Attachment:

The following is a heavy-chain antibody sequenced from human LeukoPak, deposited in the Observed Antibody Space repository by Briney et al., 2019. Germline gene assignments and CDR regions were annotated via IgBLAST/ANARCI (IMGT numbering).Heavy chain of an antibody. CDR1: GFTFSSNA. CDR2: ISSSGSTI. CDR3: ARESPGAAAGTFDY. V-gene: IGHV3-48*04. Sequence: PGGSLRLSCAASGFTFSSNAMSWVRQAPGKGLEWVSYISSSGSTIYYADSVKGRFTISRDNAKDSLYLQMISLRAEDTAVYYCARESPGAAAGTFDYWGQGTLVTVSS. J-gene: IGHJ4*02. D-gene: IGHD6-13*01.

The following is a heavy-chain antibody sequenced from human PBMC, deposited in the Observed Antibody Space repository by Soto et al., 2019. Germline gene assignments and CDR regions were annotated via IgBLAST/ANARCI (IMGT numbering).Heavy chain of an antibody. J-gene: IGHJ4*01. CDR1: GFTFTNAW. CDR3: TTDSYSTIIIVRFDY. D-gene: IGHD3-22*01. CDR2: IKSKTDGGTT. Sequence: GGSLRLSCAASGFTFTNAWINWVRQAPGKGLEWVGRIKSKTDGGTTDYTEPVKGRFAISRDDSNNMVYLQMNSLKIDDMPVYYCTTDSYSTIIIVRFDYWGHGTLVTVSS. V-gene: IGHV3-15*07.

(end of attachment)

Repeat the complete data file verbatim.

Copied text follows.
The following is a heavy-chain antibody sequenced from human LeukoPak, deposited in the Observed Antibody Space repository by Briney et al., 2019. Germline gene assignments and CDR regions were annotated via IgBLAST/ANARCI (IMGT numbering).Heavy chain of an antibody. CDR1: GFTFSSNA. CDR2: ISSSGSTI. CDR3: ARESPGAAAGTFDY. V-gene: IGHV3-48*04. Sequence: PGGSLRLSCAASGFTFSSNAMSWVRQAPGKGLEWVSYISSSGSTIYYADSVKGRFTISRDNAKDSLYLQMISLRAEDTAVYYCARESPGAAAGTFDYWGQGTLVTVSS. J-gene: IGHJ4*02. D-gene: IGHD6-13*01.

The following is a heavy-chain antibody sequenced from human PBMC, deposited in the Observed Antibody Space repository by Soto et al., 2019. Germline gene assignments and CDR regions were annotated via IgBLAST/ANARCI (IMGT numbering).Heavy chain of an antibody. J-gene: IGHJ4*01. CDR1: GFTFTNAW. CDR3: TTDSYSTIIIVRFDY. D-gene: IGHD3-22*01. CDR2: IKSKTDGGTT. Sequence: GGSLRLSCAASGFTFTNAWINWVRQAPGKGLEWVGRIKSKTDGGTTDYTEPVKGRFAISRDDSNNMVYLQMNSLKIDDMPVYYCTTDSYSTIIIVRFDYWGHGTLVTVSS. V-gene: IGHV3-15*07.